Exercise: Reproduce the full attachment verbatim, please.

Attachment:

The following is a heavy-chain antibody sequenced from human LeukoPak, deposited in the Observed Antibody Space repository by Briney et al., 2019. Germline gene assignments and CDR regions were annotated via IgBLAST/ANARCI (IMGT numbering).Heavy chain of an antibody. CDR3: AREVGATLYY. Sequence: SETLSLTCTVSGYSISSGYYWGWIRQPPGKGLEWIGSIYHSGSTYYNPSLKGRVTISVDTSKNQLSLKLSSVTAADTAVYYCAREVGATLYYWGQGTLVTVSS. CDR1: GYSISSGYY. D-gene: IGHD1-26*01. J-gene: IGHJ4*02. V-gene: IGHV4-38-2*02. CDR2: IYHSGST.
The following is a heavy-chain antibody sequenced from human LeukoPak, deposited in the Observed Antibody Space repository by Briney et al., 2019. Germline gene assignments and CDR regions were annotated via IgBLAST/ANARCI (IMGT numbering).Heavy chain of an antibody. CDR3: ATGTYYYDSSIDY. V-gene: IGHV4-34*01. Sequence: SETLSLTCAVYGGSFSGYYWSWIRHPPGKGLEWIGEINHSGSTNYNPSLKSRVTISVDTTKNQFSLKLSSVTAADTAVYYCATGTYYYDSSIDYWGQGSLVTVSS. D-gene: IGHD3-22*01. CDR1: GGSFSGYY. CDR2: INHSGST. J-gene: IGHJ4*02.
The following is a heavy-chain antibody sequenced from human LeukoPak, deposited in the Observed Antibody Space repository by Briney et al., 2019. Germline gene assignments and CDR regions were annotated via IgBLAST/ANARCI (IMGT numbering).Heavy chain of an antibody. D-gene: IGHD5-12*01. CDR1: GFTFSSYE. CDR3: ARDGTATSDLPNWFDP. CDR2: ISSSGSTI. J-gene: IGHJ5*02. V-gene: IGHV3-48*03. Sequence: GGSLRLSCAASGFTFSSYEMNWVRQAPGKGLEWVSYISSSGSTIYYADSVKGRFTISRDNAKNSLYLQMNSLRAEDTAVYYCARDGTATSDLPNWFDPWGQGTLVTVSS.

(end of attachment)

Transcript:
The following is a heavy-chain antibody sequenced from human LeukoPak, deposited in the Observed Antibody Space repository by Briney et al., 2019. Germline gene assignments and CDR regions were annotated via IgBLAST/ANARCI (IMGT numbering).Heavy chain of an antibody. CDR3: AREVGATLYY. Sequence: SETLSLTCTVSGYSISSGYYWGWIRQPPGKGLEWIGSIYHSGSTYYNPSLKGRVTISVDTSKNQLSLKLSSVTAADTAVYYCAREVGATLYYWGQGTLVTVSS. CDR1: GYSISSGYY. D-gene: IGHD1-26*01. J-gene: IGHJ4*02. V-gene: IGHV4-38-2*02. CDR2: IYHSGST.
The following is a heavy-chain antibody sequenced from human LeukoPak, deposited in the Observed Antibody Space repository by Briney et al., 2019. Germline gene assignments and CDR regions were annotated via IgBLAST/ANARCI (IMGT numbering).Heavy chain of an antibody. CDR3: ATGTYYYDSSIDY. V-gene: IGHV4-34*01. Sequence: SETLSLTCAVYGGSFSGYYWSWIRHPPGKGLEWIGEINHSGSTNYNPSLKSRVTISVDTTKNQFSLKLSSVTAADTAVYYCATGTYYYDSSIDYWGQGSLVTVSS. D-gene: IGHD3-22*01. CDR1: GGSFSGYY. CDR2: INHSGST. J-gene: IGHJ4*02.
The following is a heavy-chain antibody sequenced from human LeukoPak, deposited in the Observed Antibody Space repository by Briney et al., 2019. Germline gene assignments and CDR regions were annotated via IgBLAST/ANARCI (IMGT numbering).Heavy chain of an antibody. D-gene: IGHD5-12*01. CDR1: GFTFSSYE. CDR3: ARDGTATSDLPNWFDP. CDR2: ISSSGSTI. J-gene: IGHJ5*02. V-gene: IGHV3-48*03. Sequence: GGSLRLSCAASGFTFSSYEMNWVRQAPGKGLEWVSYISSSGSTIYYADSVKGRFTISRDNAKNSLYLQMNSLRAEDTAVYYCARDGTATSDLPNWFDPWGQGTLVTVSS.